My question is simple, "what was the value of a thousand talents in Roman Palestine about AD 33?"

It is my impression that a thousand talents would have been a vast amount of wealth for that time. Is that correct?

Added 04-15-2021.

And just for fun, here is a link to a similar question:


  • One thousand Talents was the amount wagered by Sheik IIderim, at 4 to 1 odds, that Judah Ben Hur would beat Messala at the Circus in the chariot race in the movie " Ben Hur." Dec 13 '20 at 14:38
  • The value of 1,000 talents was whatever it would buy. There is no international standard of value; unlike kilograms, there is no international standard of value. That said, your second paragraph is the right question.
    – MCW
    Dec 13 '20 at 18:55
  • @Tim Whiteside Ben-hur is why I asked the question.
    – MAGolding
    Apr 15 at 18:22
  • If you're curious, the "membership dues" (more appropriately, the tribute to Athens) owed by each city in the Delian League was expressed in talents. Look those amounts up to get a sense of scale.
    – C Monsour
    Apr 15 at 18:26
  • Since "Talents" is an unit of weight rather than value, then this question asks for clarification "of what": 1000 talents of gold has a different value (a few billions $) than 1000 talents of rye grain (probably in the ballpark of thousands of $) or 1000 talents of sand (worth probably nothing).
    – Yasskier
    Apr 18 at 22:20

Yes, it was an enormous amount of money. Wikipedia tells us a talent was the weight of a man (or roughly 50 kg) in gold. It also states that 6000 talents, which is the bribe paid by king Auletes of Egypt to become king of Egypt to Julius Caesar, was worth $8,400,699,422.80 today. So 1000 talents would be well over a billion dollars today.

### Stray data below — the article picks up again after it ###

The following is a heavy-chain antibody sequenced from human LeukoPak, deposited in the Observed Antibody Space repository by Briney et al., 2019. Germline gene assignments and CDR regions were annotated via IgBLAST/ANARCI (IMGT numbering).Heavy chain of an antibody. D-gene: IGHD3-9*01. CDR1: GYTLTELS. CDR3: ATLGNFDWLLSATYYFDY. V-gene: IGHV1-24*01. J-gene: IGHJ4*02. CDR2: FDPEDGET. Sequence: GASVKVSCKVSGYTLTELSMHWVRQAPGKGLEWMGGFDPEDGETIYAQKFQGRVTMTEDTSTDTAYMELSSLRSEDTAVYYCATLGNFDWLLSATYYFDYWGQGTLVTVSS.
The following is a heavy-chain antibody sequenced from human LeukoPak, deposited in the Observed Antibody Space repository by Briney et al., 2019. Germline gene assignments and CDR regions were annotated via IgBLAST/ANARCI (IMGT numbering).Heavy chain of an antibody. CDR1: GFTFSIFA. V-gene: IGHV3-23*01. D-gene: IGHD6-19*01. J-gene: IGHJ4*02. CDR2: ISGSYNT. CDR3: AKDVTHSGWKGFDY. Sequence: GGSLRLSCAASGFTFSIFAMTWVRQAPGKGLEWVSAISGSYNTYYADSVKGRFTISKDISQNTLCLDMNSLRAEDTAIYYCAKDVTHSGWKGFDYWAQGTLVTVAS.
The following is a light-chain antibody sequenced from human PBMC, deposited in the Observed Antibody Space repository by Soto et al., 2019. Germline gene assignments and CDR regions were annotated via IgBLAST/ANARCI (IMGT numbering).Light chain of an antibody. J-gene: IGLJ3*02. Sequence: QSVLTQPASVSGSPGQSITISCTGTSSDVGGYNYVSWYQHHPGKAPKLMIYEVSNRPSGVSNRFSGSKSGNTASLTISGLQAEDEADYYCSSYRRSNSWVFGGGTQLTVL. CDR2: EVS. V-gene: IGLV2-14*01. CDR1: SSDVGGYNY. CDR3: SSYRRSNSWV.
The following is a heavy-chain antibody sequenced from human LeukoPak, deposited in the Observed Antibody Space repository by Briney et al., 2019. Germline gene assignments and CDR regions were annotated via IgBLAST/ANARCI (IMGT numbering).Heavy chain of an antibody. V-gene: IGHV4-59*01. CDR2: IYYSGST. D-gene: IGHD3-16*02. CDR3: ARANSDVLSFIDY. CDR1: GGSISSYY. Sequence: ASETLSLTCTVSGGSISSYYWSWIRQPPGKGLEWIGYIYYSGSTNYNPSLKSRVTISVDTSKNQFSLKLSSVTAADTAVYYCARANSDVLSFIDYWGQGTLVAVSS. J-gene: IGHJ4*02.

• 6000 talents would correspond to about 300 tons of gold. I don't think there even was that much gold in existence in nice gold bars in the time of the Roman empire. en.wikipedia.org/wiki/Roman_metallurgy puts the annual production of the Roman empire at 9 tons.
    – quarague
    Feb 11 '20 at 14:46
  • True, but this goes for our economy as well. I doubt very much if even 20% of our currency can be converted into real gold. Probably a lot less.
    – Jos
    Feb 11 '20 at 23:49
  • Today that amount of gold would be at least possible. For example Fort Knox holds 4500 tons of gold, en.wikipedia.org/wiki/United_States_Bullion_Depository. So 300 tons of gold is a quantity that could at least in theory be paid or transferred. Only a tiny proprotion of money in circulation could be converted to gold (much smaller than 20%, I would guess more like 0.1%) but that is a different question.
    – quarague
    Feb 12 '20 at 7:52

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